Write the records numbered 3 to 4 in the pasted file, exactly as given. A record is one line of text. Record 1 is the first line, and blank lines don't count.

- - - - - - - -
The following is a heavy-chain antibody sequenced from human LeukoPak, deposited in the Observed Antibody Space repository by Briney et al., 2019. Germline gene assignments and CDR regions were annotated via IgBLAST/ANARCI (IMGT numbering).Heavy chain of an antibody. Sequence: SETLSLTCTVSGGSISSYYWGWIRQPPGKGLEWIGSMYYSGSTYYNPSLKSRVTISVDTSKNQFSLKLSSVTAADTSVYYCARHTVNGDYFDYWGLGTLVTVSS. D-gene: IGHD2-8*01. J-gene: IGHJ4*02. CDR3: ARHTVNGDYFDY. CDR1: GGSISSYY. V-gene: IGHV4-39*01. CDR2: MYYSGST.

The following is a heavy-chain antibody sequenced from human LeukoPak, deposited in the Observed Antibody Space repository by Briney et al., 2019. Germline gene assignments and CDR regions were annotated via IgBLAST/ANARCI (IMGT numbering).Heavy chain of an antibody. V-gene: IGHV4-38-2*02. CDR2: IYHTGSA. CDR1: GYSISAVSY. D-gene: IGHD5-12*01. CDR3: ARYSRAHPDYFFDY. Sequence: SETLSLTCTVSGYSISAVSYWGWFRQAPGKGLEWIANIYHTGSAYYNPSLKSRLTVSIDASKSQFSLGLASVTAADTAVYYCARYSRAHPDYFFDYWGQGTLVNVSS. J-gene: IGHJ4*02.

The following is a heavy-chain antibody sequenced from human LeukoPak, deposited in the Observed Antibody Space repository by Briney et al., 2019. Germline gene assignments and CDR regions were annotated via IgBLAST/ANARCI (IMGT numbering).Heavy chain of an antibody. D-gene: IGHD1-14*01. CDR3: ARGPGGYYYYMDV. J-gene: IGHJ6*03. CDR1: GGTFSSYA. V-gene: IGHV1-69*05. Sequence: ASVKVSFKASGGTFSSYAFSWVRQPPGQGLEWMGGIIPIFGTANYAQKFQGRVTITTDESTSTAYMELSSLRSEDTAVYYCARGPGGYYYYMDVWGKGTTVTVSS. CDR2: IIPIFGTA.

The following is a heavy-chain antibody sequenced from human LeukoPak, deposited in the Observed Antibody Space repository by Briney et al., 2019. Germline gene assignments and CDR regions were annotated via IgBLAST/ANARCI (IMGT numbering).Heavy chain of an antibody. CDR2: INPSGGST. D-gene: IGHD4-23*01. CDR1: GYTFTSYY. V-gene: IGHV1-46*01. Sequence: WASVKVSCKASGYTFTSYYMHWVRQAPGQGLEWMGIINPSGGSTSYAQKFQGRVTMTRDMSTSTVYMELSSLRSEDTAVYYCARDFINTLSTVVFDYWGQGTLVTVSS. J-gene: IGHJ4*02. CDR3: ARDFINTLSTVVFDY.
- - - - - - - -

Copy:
The following is a heavy-chain antibody sequenced from human LeukoPak, deposited in the Observed Antibody Space repository by Briney et al., 2019. Germline gene assignments and CDR regions were annotated via IgBLAST/ANARCI (IMGT numbering).Heavy chain of an antibody. D-gene: IGHD1-14*01. CDR3: ARGPGGYYYYMDV. J-gene: IGHJ6*03. CDR1: GGTFSSYA. V-gene: IGHV1-69*05. Sequence: ASVKVSFKASGGTFSSYAFSWVRQPPGQGLEWMGGIIPIFGTANYAQKFQGRVTITTDESTSTAYMELSSLRSEDTAVYYCARGPGGYYYYMDVWGKGTTVTVSS. CDR2: IIPIFGTA.

The following is a heavy-chain antibody sequenced from human LeukoPak, deposited in the Observed Antibody Space repository by Briney et al., 2019. Germline gene assignments and CDR regions were annotated via IgBLAST/ANARCI (IMGT numbering).Heavy chain of an antibody. CDR2: INPSGGST. D-gene: IGHD4-23*01. CDR1: GYTFTSYY. V-gene: IGHV1-46*01. Sequence: WASVKVSCKASGYTFTSYYMHWVRQAPGQGLEWMGIINPSGGSTSYAQKFQGRVTMTRDMSTSTVYMELSSLRSEDTAVYYCARDFINTLSTVVFDYWGQGTLVTVSS. J-gene: IGHJ4*02. CDR3: ARDFINTLSTVVFDY.